Smart toys at top of Christmas lists vulnerable to being hacked says Which?
Which? has called on retailers including Amazon, Argos, John Lewis and Smyths to withdraw a number of smart toys from sale after finding many had a troubling lack of inbuild security leaving them open to hackers.
The consumer watchdog tested seven popular toys and found that three had security flaws potentially meaning “someone else could connect to the toy and actually start a two-way conversation with the child”.
A £30 Vtech KidiGear Walkie Talkie device could be hijacked to allow a hacker to have a two-way conversation through the device from 650ft away.
Another two popular karaoke microphone toys reportedly allowed people within 32ft to send recorded messages via a Bluetooth connection
Furthermore, smart toys such as the Bloxels video game builder and Sphero Mini coding game had no filter to prevent explicit languages or offensive images being uploaded to their public platoforms.
“The reality is that all internet connected devices, from mobile phones to smart toys, are vulnerable to some extent,” cyber-security firm Darktrace’s director of threat hunting Max Heinemeyer said.
“The explosion in IoT and the security issues this introduces is forcing us to rethink how we do security. We need a radically different approach to cyber-security with artificial intelligence.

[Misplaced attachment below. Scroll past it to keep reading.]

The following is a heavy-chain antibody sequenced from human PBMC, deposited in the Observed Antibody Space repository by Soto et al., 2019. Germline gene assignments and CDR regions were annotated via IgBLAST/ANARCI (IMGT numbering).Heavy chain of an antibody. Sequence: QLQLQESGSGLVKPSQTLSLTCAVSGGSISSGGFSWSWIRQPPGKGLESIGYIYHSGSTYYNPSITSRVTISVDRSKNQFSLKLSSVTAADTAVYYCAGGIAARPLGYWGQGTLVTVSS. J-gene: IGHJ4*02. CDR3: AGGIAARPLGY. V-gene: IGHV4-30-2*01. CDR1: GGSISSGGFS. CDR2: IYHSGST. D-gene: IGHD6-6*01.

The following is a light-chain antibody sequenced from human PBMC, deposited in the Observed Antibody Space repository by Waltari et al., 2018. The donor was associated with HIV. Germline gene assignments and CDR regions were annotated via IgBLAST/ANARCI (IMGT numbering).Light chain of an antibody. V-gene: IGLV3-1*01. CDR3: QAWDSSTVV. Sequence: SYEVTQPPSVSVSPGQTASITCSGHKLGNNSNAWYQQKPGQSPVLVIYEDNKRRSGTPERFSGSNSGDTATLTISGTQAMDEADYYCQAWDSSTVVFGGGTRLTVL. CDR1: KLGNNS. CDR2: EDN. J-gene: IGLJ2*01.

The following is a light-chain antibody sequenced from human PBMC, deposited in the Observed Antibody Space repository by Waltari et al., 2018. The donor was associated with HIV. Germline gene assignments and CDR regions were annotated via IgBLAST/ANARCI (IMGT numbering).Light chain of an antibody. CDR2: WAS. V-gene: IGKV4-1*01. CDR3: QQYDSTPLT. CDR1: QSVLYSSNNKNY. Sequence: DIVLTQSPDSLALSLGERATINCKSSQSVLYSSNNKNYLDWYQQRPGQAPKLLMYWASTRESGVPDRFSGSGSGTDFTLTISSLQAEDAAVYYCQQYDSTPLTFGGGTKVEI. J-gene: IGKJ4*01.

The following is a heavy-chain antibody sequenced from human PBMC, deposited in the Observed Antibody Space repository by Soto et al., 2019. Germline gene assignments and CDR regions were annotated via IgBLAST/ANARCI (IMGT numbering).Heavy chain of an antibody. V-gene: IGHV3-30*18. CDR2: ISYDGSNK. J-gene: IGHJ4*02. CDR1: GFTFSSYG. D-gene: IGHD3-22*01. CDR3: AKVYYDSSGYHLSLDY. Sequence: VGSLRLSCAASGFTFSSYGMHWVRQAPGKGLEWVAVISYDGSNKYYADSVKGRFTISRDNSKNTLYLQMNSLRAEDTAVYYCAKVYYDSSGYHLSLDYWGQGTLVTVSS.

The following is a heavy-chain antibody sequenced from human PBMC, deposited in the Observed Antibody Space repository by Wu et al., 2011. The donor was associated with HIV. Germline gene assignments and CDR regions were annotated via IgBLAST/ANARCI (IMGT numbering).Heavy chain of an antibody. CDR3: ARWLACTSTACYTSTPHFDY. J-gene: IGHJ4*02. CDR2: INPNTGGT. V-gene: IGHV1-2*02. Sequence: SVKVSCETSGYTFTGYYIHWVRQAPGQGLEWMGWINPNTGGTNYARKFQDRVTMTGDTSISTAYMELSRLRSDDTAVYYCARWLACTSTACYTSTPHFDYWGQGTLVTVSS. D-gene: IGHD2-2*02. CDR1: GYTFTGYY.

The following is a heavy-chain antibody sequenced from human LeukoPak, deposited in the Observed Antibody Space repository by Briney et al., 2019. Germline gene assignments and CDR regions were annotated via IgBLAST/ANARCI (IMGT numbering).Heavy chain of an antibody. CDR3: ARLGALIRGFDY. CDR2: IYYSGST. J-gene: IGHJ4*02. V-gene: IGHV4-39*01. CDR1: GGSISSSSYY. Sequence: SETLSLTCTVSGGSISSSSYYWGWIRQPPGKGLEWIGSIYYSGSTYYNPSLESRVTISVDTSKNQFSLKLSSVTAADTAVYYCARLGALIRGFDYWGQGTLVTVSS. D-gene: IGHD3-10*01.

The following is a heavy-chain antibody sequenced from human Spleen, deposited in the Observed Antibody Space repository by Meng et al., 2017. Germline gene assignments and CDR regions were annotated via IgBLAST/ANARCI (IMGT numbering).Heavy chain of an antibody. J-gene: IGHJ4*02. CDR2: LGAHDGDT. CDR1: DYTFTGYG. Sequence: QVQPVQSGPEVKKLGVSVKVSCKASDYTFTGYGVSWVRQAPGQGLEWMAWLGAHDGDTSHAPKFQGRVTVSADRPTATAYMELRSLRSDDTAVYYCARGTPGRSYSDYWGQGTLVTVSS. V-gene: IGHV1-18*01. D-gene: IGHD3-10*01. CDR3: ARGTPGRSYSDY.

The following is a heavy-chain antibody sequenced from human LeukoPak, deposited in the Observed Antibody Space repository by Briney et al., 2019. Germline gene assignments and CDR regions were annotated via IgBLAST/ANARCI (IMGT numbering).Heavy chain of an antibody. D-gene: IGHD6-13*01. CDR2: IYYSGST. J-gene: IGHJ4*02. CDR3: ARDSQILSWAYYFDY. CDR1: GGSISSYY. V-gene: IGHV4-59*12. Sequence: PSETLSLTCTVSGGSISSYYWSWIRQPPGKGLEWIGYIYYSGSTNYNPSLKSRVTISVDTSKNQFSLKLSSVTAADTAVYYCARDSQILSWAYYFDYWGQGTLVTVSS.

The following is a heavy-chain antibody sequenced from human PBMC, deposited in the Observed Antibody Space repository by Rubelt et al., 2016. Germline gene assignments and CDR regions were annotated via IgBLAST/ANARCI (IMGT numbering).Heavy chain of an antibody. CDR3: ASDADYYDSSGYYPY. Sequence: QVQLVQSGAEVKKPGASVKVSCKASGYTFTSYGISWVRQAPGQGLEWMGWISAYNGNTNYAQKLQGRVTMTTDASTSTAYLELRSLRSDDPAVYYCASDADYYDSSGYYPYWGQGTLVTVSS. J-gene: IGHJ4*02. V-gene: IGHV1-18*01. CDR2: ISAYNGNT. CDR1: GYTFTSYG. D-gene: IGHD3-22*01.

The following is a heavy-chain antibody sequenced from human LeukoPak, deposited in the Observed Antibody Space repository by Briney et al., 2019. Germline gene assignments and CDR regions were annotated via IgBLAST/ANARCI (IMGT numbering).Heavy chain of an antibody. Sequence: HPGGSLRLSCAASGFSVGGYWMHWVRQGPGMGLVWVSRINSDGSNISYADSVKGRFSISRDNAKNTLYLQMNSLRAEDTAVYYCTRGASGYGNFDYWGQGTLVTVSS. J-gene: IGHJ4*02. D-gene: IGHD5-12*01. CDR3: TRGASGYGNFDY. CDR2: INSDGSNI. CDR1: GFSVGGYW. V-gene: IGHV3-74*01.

“We have seen some targeted attacks, like those mentioned in the report, against smart phones where users download apps from trusted companies that secretly carry malware which activates, leading to microphones/cameras turning on or private messages being read.”
In response to the report, an Amazon spokesperson told Sky News that it required “all products offered in our store to comply with applicable laws and regulations”.
John Lewis also told the publication that it took “security and privacy of connected devices very seriously”.
It added: “In the last year, we have been working with the Department for Digital, Culture, Media and Sport to explore how we can best support the voluntary code of practice which improves the security of connected technology products.”
Argos and Smyths were yet to respond to request for comment.